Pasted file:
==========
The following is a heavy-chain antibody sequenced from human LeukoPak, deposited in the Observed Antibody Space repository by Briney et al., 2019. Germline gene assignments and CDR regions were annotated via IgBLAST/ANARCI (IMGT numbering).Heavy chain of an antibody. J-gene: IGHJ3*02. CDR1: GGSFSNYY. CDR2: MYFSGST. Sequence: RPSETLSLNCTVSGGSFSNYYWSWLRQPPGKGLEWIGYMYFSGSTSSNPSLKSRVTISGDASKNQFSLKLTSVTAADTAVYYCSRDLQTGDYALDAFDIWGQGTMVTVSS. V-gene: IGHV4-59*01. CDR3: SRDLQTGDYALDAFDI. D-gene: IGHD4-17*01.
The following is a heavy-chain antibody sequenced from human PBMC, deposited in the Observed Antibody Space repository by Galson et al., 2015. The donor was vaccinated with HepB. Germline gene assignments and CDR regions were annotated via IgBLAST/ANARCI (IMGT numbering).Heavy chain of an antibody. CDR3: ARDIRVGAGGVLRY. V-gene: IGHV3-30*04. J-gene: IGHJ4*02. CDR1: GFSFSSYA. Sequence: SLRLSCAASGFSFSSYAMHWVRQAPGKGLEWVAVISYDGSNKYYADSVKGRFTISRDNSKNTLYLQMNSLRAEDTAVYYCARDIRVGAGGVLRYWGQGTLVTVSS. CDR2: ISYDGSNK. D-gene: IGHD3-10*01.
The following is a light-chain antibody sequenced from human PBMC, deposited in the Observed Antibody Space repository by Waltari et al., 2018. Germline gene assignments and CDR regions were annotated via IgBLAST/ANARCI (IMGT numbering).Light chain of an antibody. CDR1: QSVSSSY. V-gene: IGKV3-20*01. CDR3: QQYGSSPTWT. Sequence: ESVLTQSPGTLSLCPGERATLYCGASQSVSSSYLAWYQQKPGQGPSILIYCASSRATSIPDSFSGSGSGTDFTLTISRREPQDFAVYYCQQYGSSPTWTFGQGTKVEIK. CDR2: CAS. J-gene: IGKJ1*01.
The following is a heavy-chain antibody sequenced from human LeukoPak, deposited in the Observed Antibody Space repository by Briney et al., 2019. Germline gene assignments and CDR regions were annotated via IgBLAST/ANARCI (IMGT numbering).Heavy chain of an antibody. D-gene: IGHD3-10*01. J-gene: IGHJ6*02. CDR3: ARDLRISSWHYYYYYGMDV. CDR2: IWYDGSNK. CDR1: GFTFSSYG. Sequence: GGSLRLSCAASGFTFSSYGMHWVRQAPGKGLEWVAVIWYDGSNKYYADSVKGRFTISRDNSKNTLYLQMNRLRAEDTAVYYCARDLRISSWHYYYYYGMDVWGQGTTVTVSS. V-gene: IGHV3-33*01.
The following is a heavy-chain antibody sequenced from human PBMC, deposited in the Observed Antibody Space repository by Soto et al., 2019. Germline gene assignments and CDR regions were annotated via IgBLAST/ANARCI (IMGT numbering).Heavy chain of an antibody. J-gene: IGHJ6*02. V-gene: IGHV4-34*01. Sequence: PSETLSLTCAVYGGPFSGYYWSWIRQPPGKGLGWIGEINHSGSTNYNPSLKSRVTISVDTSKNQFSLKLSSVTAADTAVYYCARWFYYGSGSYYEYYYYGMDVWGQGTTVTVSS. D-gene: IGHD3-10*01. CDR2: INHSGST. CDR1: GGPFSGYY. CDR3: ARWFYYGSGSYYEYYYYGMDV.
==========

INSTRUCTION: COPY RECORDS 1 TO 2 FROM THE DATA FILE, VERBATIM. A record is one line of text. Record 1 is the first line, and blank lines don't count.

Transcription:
The following is a heavy-chain antibody sequenced from human LeukoPak, deposited in the Observed Antibody Space repository by Briney et al., 2019. Germline gene assignments and CDR regions were annotated via IgBLAST/ANARCI (IMGT numbering).Heavy chain of an antibody. J-gene: IGHJ3*02. CDR1: GGSFSNYY. CDR2: MYFSGST. Sequence: RPSETLSLNCTVSGGSFSNYYWSWLRQPPGKGLEWIGYMYFSGSTSSNPSLKSRVTISGDASKNQFSLKLTSVTAADTAVYYCSRDLQTGDYALDAFDIWGQGTMVTVSS. V-gene: IGHV4-59*01. CDR3: SRDLQTGDYALDAFDI. D-gene: IGHD4-17*01.
The following is a heavy-chain antibody sequenced from human PBMC, deposited in the Observed Antibody Space repository by Galson et al., 2015. The donor was vaccinated with HepB. Germline gene assignments and CDR regions were annotated via IgBLAST/ANARCI (IMGT numbering).Heavy chain of an antibody. CDR3: ARDIRVGAGGVLRY. V-gene: IGHV3-30*04. J-gene: IGHJ4*02. CDR1: GFSFSSYA. Sequence: SLRLSCAASGFSFSSYAMHWVRQAPGKGLEWVAVISYDGSNKYYADSVKGRFTISRDNSKNTLYLQMNSLRAEDTAVYYCARDIRVGAGGVLRYWGQGTLVTVSS. CDR2: ISYDGSNK. D-gene: IGHD3-10*01.